Next on the platform was 18-year-old Victor Lim from Korea, who studies at the Wells Cathedral School. He immediately raised the competition bar by several notches. He began with the 1st movement of Haydn's Sonata in B minor. This piece made the transition from the fortepiano to the concert grand much better than the Scarlatti sonata did. His second piece was Alban Berg's Sonata Op1; a very fine interpretation it was indeed. His programme was completed by an arrangement of JS Bach's chorale Ertöt' uns durch dein' Güte. Such is the consummate skill of Bach's writing that this could have been arranged for egg cups, spoons and saucers and it would probably have sounded quite natural. Overall an excellent programme delivered to a very high standard indeed.
Our third competitor was Yuanfang Yang, the returnee from two years ago, and a classmate of Dominic's at Chetham's. What a difference those two years have made. Looking back at my notes from 2010, I described him as "a supremely confident young man...a brilliant and polished performance." My criticism of him then was that I didn't feel he was communicating well with his audience. Two years later and that has been rectified, but remember he is still only 15. He kicked off with the 1st movement of Beethoven's Sonata in E flat Op7, followed by a Debussy Prelude, La terasse des audiences du claire de lune, a really evocative piece. Next, as in 2010, he offered a (different) composition of his own called The Haunted Bell, which recently won first prize in the Golden Key International Piano Composition Competition. This was a crazy extravaganza designed to show the jury that he had more to offer in terms of his musical toolbox. His final selection was the 4th movement of Chopin's Sonata in B minor Op58, an exhilarating Presto. Would it be sufficient to better Victor Lim's performance?
Canadian Adam Boeker was the fourth competitor. Aged 15, Adam is the third student from the Chetham School in this section final. He began his programme with the Rondeau from JS Bach's Partita No2 in C minor, then nicely contrasted this with the 2nd movement of Prokofiev's Sonata No 4 in C minor. I really liked this piece which to my knowledge I had not heard previously, something which I must soon rectify. He completed a varied and well-chosen programme with one of Franz Liszt's many notoriously difficult Paraphrases, this one an 'orchestration for the piano' (my description) of the Act 3 quartet from Verdi's Rigoletto. Good though this was as a presentation, I didn't feel that Adam could match the very high standard set on the day by Victor Lim and Yuanfang Yang.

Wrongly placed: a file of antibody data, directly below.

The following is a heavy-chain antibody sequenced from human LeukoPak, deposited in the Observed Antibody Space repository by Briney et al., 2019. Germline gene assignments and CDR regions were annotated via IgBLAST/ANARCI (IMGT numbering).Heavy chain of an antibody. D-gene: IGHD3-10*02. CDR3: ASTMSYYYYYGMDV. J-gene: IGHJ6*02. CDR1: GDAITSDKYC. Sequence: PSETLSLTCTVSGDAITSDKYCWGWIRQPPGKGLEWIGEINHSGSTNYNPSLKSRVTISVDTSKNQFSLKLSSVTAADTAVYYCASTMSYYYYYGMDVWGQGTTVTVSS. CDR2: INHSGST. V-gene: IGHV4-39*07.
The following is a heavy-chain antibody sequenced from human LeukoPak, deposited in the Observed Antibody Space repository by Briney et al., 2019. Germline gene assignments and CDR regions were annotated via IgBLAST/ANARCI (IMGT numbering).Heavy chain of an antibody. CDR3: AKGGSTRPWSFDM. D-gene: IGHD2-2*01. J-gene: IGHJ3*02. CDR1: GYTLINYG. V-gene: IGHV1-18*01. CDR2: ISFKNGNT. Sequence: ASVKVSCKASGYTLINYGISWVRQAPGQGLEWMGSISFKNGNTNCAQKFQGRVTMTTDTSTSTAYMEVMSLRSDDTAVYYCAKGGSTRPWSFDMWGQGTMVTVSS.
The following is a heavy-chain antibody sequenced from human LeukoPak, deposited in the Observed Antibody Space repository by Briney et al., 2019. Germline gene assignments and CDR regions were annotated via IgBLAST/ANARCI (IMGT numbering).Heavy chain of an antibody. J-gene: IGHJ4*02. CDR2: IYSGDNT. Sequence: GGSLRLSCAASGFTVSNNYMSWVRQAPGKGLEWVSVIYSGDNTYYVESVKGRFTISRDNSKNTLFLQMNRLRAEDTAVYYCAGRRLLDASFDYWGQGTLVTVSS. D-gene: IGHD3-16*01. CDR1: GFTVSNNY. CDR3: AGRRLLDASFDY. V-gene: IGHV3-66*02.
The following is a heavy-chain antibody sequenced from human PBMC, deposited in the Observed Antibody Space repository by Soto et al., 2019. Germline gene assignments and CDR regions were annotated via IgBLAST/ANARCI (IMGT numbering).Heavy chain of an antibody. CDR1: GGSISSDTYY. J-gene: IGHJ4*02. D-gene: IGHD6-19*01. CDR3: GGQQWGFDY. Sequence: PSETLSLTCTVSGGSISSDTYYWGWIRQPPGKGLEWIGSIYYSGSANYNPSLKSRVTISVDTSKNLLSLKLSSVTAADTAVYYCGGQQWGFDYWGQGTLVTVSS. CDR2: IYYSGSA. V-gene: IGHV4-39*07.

Last to show us his stuff was 15-year-old Martin Bartlett from the Purcell School. Like Dominic Degavino at the beginning of this final, Martin kicked off with a Scarlatti Sonata2, this time the one in F-sharp major Kp318. Interestingly, this one fitted the piano much better than the one Dominic selected. Martin also presented another Scarlatti sonata (Kp141) which we were not shown. His next piece was Chopin's Nocturne in D flat major Op27 No2. This musically-challenging piece was negotiated very skilfully. The final piece of both his programme and this section final was by François Morel, his Étude de Sonorité No2. Frankly I found this a very uninteresting piece, but maybe that was just me.
So now we had heard all five keyboard section finalists. Who would the judges pick? For me it was a straight choice between Victor Lim and Yuanfang Yang and I couldn't separate them. Fortunately I didn't have to; the judges decided on Yuanfang Yang, who now goes on the semi-final stage. Can he win this competition at the second attempt?
Next week is the Brass Section final with three boys, two girls and five different members of the brass family: tenor horn, tuba, bass trombone, French horn and trumpet.